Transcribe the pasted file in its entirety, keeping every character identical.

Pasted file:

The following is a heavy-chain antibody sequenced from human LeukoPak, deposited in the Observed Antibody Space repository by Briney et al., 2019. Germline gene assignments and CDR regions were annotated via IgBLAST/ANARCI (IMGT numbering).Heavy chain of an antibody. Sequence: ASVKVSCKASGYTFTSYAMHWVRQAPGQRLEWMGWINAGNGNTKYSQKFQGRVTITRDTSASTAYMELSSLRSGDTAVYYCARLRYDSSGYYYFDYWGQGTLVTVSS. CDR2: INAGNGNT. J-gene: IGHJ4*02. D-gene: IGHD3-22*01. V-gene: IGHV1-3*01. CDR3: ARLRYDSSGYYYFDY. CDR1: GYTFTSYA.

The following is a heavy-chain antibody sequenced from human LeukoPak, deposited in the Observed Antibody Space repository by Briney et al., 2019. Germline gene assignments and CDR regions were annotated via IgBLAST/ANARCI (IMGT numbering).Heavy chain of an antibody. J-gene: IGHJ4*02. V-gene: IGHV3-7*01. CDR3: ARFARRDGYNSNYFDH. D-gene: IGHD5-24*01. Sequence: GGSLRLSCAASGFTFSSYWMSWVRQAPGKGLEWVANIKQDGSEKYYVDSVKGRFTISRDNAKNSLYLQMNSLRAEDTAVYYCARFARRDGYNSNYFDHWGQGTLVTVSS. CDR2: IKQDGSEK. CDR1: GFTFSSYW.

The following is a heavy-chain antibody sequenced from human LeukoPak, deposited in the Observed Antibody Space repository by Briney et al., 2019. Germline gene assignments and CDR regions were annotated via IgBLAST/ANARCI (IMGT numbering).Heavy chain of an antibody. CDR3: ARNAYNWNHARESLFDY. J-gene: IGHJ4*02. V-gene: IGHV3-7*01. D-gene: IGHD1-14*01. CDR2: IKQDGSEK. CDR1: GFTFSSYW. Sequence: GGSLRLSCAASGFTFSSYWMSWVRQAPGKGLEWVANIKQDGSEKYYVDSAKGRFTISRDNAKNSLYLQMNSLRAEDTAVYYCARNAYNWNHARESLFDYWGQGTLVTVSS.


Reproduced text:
The following is a heavy-chain antibody sequenced from human LeukoPak, deposited in the Observed Antibody Space repository by Briney et al., 2019. Germline gene assignments and CDR regions were annotated via IgBLAST/ANARCI (IMGT numbering).Heavy chain of an antibody. Sequence: ASVKVSCKASGYTFTSYAMHWVRQAPGQRLEWMGWINAGNGNTKYSQKFQGRVTITRDTSASTAYMELSSLRSGDTAVYYCARLRYDSSGYYYFDYWGQGTLVTVSS. CDR2: INAGNGNT. J-gene: IGHJ4*02. D-gene: IGHD3-22*01. V-gene: IGHV1-3*01. CDR3: ARLRYDSSGYYYFDY. CDR1: GYTFTSYA.

The following is a heavy-chain antibody sequenced from human LeukoPak, deposited in the Observed Antibody Space repository by Briney et al., 2019. Germline gene assignments and CDR regions were annotated via IgBLAST/ANARCI (IMGT numbering).Heavy chain of an antibody. J-gene: IGHJ4*02. V-gene: IGHV3-7*01. CDR3: ARFARRDGYNSNYFDH. D-gene: IGHD5-24*01. Sequence: GGSLRLSCAASGFTFSSYWMSWVRQAPGKGLEWVANIKQDGSEKYYVDSVKGRFTISRDNAKNSLYLQMNSLRAEDTAVYYCARFARRDGYNSNYFDHWGQGTLVTVSS. CDR2: IKQDGSEK. CDR1: GFTFSSYW.

The following is a heavy-chain antibody sequenced from human LeukoPak, deposited in the Observed Antibody Space repository by Briney et al., 2019. Germline gene assignments and CDR regions were annotated via IgBLAST/ANARCI (IMGT numbering).Heavy chain of an antibody. CDR3: ARNAYNWNHARESLFDY. J-gene: IGHJ4*02. V-gene: IGHV3-7*01. D-gene: IGHD1-14*01. CDR2: IKQDGSEK. CDR1: GFTFSSYW. Sequence: GGSLRLSCAASGFTFSSYWMSWVRQAPGKGLEWVANIKQDGSEKYYVDSAKGRFTISRDNAKNSLYLQMNSLRAEDTAVYYCARNAYNWNHARESLFDYWGQGTLVTVSS.